Positive Engagement is Bahrain’s Way Forward

In an article entitled ‘Bahrain deserves a chance to prove itself on Human Rights’, published in The Irish Times, on October 17th, 2016, Professor Pauline McCabe, offered an objective assessment of the efforts and progress made by the Ministry of interior’s Ombudsman in Bahrain, despite being a relatively new institution, established in compliance with the BICI recommendations.

Professor McCabe emphasized the importance of the policy of practical engagement in helping countries like Bahrain overcome their shortcomings as far as Human Rights are concerned; such as illustrated by the UK-funded work undertaken by Northern Ireland Cooperation Overseas (NI-CO) in the fields of training and capacity building for Bahrain’s security forces and Ministry of Interior’s staff.

What lends credence and weight to Professor McCabe’s assessment and opinion is the wealth of expertise she has accumulated over the years in the fields of criminal justice development and prisons’ reforms. She has assumed the post of Northern Ireland’s Prisoner Ombudsman for an initial period of three years in 2008, that was subsequently extended for another two years. It came as no surprise that, in recognition of her exemplary performance and remarkable achievements, she was included in H.M. the Queen’s ?honours list of the New Year 2014, and awarded an OBE.

Furthermore, the work Professor McCabe undertook in Bahrain as an independent criminal justice expert in some projects allowed her a unique opportunity to follow up and engage in the day to day running of things, with respect to Bahrain’s efforts to develop the Office of the Ombudsman.

Ms McCabe’s first-hand view of the difficulties and challenges imposed by precarious security and political uncertainties both domestically and on the regional level, as well as her close-range acquaintance of the desire to develop the human rights situation has urged her to continue working towards overcoming the obstacles.

It is hoped that the honest assessment published by Professor McCabe would help persuade major players in the international human rights arena that Bahrain does not lack the political will to effect change. They should view the establishment of human rights institutions such as the Ministry of Interior’s Ombudsman Office, Special Investigation Unit (SIU), Prisoners’ & Detainees’ Rights Commission (PDRC), in addition to the restructuring and strengthening of the National Institute for Human Rights (NIHR), a? a clear indication in that respect. Needless to say, for these institutions to bear fruit, there is no substitute for the positive engagement and cooperation with the international human rights community, so as to benefit from them, to gain experience and to acquire rationalization and guidance capabilities which are all available in these institutions, especially UN’s human rights mechanisms and key international human rights organisations.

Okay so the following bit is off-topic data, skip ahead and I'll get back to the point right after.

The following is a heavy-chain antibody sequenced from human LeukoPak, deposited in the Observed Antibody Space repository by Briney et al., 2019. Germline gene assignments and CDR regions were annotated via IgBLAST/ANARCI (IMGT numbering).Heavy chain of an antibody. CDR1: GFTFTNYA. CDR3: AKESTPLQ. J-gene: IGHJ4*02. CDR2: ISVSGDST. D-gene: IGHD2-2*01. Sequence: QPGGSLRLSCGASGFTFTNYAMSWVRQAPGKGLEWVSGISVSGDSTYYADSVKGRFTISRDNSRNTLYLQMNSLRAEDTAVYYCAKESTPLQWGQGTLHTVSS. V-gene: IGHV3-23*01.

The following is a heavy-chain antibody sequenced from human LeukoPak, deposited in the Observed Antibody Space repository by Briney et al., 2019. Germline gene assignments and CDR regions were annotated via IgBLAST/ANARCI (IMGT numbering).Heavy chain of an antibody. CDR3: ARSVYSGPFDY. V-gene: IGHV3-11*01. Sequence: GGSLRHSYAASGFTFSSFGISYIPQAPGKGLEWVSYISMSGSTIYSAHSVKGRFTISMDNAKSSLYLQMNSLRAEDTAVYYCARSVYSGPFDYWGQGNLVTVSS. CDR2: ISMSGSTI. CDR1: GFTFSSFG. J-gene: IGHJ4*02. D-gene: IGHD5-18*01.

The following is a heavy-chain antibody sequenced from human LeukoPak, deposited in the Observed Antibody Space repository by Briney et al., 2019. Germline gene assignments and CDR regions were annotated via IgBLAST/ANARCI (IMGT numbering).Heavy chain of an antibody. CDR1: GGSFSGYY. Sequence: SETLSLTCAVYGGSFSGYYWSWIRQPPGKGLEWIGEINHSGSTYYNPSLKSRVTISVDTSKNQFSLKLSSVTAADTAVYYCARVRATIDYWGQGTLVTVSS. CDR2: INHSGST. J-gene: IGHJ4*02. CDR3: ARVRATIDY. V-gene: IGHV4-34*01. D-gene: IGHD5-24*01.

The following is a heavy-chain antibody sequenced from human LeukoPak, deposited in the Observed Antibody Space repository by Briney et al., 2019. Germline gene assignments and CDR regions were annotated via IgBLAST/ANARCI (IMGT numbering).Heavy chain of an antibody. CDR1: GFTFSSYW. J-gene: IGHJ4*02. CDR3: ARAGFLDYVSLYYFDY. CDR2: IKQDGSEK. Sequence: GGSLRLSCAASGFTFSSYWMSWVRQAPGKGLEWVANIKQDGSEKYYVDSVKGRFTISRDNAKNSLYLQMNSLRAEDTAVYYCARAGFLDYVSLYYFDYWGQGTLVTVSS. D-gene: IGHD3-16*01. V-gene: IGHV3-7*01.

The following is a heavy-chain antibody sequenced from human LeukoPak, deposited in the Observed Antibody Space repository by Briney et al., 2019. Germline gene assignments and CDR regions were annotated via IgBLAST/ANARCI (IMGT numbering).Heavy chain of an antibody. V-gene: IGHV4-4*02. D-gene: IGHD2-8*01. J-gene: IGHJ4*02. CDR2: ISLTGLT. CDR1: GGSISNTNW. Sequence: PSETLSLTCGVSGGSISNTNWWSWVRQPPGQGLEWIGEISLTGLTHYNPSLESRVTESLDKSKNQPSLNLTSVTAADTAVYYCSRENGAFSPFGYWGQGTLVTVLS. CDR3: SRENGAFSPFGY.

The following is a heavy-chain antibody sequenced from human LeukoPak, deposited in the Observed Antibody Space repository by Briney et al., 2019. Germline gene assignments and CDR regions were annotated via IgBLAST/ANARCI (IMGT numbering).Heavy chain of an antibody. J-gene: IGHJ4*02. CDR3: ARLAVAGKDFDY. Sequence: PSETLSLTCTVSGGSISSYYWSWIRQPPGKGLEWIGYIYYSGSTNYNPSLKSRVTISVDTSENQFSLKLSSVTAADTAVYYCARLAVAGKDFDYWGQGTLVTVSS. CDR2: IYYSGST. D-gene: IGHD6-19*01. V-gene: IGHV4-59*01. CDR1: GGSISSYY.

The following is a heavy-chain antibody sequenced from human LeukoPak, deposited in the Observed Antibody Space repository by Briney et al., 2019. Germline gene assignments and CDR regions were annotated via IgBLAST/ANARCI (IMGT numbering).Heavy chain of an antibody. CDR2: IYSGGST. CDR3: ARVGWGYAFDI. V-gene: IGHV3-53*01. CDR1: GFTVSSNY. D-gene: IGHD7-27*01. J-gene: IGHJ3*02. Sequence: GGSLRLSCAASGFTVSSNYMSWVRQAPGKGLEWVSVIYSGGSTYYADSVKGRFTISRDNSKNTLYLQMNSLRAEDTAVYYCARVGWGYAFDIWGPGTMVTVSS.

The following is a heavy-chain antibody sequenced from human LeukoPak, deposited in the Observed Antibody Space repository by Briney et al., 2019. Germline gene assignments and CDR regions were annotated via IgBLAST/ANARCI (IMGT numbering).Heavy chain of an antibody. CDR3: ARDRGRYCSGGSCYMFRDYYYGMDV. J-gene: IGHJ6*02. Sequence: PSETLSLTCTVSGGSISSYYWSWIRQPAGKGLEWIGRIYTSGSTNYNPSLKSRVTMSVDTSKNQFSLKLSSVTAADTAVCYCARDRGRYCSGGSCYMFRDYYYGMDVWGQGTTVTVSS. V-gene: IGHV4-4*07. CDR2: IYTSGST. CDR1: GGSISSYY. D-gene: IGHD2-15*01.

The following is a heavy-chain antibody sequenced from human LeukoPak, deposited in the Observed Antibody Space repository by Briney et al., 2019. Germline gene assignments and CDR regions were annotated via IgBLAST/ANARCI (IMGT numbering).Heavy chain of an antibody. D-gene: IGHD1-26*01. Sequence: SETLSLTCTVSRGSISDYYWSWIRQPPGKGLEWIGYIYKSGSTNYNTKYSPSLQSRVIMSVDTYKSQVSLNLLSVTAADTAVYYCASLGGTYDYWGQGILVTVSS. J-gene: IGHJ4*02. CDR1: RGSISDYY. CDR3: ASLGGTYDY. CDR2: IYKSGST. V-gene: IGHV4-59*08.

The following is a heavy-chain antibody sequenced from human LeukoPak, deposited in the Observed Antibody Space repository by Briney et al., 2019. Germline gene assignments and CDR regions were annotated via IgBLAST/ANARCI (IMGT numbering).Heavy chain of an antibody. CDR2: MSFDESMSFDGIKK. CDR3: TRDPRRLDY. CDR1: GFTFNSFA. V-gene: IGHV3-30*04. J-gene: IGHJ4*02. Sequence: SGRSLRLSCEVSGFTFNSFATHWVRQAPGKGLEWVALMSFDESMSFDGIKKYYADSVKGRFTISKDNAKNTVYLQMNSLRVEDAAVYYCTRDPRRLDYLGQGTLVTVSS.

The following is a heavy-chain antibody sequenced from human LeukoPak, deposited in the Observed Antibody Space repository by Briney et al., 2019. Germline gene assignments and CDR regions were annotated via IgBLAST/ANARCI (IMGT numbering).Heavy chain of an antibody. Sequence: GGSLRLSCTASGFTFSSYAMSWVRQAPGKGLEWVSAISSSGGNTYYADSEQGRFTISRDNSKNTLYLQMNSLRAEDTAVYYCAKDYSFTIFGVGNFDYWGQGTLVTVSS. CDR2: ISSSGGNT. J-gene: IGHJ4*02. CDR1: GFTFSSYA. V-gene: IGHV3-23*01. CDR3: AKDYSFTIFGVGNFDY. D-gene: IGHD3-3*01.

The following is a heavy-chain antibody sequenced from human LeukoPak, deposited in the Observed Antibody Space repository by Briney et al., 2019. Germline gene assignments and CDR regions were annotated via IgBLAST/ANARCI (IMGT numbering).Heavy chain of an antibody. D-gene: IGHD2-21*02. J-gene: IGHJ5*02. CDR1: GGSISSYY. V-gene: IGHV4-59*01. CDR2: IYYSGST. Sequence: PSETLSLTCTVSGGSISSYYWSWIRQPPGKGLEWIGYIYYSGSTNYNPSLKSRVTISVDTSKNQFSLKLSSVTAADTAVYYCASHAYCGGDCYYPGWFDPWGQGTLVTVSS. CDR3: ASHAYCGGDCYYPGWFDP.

We do understand and recognise the issues of concern that these international entities raise every now and then. We also share their eagerness for the newly formed national human rights protection mechanisms, to make major tangible achievements and to show more transparency and keenness to publish comprehensive data of the fruits of their labour.

Such transparency is not only necessary to assert their efficiency, but most importantly to gain the trust of the Bahraini community at large, particularly the aggrieved and their families.

A wider interaction between the nascent institutions and international human rights organisations in the form of joint projects, programs and workshops represents the right approach in the pursuit of consolidating the local human rights infrastructure. Allowing international experts and observers to assess and advice on the performance of the Ombudsman Office could benefit the latter and greatly contribute to responding to the queries of the international community and easing its concerns.

By the same token, we expect from the international human rights entities to demonstrate a more flexible and sensitive attitude towards Bahrain’s human rights dossier. They need to adopt a more objective and realistic approach in their reporting and public statements; an approach that does not fail to recognise and acknowledge any progress. This would go a long way in bridging the trust gap by reassuring Bahraini authorities of the good intentions of these organisations, and demonstrate that they are motivated by the desire to defend and promote human rights, not by political agendas.

The Bahraini authorities for their part still feel that international human rights organisations do not appreciate the efforts the newly established national human rights mechanisms exert, in the face of clear challenges.

Finally, it is needless to reiterate, that since both the national and international mechanisms share the target of serving the human rights cause in Bahrain, there is no alternative but to work diligently and cooperate to dispel the lingering distrust, if any.